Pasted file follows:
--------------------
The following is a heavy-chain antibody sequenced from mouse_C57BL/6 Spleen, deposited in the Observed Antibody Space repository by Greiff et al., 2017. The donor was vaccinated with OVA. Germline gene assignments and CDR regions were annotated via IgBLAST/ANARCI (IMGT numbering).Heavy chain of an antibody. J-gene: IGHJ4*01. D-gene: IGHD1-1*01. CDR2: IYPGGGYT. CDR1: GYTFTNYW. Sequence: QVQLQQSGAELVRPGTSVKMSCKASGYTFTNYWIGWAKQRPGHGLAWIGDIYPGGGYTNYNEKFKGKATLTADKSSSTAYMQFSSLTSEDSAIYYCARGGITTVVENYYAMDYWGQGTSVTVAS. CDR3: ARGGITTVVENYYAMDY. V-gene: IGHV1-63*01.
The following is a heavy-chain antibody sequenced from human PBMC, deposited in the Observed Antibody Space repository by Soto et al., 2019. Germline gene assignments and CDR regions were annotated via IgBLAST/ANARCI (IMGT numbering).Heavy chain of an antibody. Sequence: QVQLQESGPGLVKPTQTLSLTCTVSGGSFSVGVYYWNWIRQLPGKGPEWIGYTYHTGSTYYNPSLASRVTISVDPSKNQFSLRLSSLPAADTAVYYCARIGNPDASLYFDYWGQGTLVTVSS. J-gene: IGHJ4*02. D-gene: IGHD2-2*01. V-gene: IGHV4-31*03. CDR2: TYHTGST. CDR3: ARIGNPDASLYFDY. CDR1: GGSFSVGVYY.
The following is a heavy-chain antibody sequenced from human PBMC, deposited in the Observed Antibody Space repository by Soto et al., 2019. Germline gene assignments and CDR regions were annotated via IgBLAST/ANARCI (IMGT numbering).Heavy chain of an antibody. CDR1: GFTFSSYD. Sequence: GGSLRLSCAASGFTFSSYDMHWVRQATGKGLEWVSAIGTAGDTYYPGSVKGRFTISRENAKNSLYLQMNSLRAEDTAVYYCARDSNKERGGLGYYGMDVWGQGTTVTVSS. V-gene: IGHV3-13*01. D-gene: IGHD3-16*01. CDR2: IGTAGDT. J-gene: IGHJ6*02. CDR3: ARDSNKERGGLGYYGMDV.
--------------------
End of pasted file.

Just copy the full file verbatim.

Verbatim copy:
The following is a heavy-chain antibody sequenced from mouse_C57BL/6 Spleen, deposited in the Observed Antibody Space repository by Greiff et al., 2017. The donor was vaccinated with OVA. Germline gene assignments and CDR regions were annotated via IgBLAST/ANARCI (IMGT numbering).Heavy chain of an antibody. J-gene: IGHJ4*01. D-gene: IGHD1-1*01. CDR2: IYPGGGYT. CDR1: GYTFTNYW. Sequence: QVQLQQSGAELVRPGTSVKMSCKASGYTFTNYWIGWAKQRPGHGLAWIGDIYPGGGYTNYNEKFKGKATLTADKSSSTAYMQFSSLTSEDSAIYYCARGGITTVVENYYAMDYWGQGTSVTVAS. CDR3: ARGGITTVVENYYAMDY. V-gene: IGHV1-63*01.
The following is a heavy-chain antibody sequenced from human PBMC, deposited in the Observed Antibody Space repository by Soto et al., 2019. Germline gene assignments and CDR regions were annotated via IgBLAST/ANARCI (IMGT numbering).Heavy chain of an antibody. Sequence: QVQLQESGPGLVKPTQTLSLTCTVSGGSFSVGVYYWNWIRQLPGKGPEWIGYTYHTGSTYYNPSLASRVTISVDPSKNQFSLRLSSLPAADTAVYYCARIGNPDASLYFDYWGQGTLVTVSS. J-gene: IGHJ4*02. D-gene: IGHD2-2*01. V-gene: IGHV4-31*03. CDR2: TYHTGST. CDR3: ARIGNPDASLYFDY. CDR1: GGSFSVGVYY.
The following is a heavy-chain antibody sequenced from human PBMC, deposited in the Observed Antibody Space repository by Soto et al., 2019. Germline gene assignments and CDR regions were annotated via IgBLAST/ANARCI (IMGT numbering).Heavy chain of an antibody. CDR1: GFTFSSYD. Sequence: GGSLRLSCAASGFTFSSYDMHWVRQATGKGLEWVSAIGTAGDTYYPGSVKGRFTISRENAKNSLYLQMNSLRAEDTAVYYCARDSNKERGGLGYYGMDVWGQGTTVTVSS. V-gene: IGHV3-13*01. D-gene: IGHD3-16*01. CDR2: IGTAGDT. J-gene: IGHJ6*02. CDR3: ARDSNKERGGLGYYGMDV.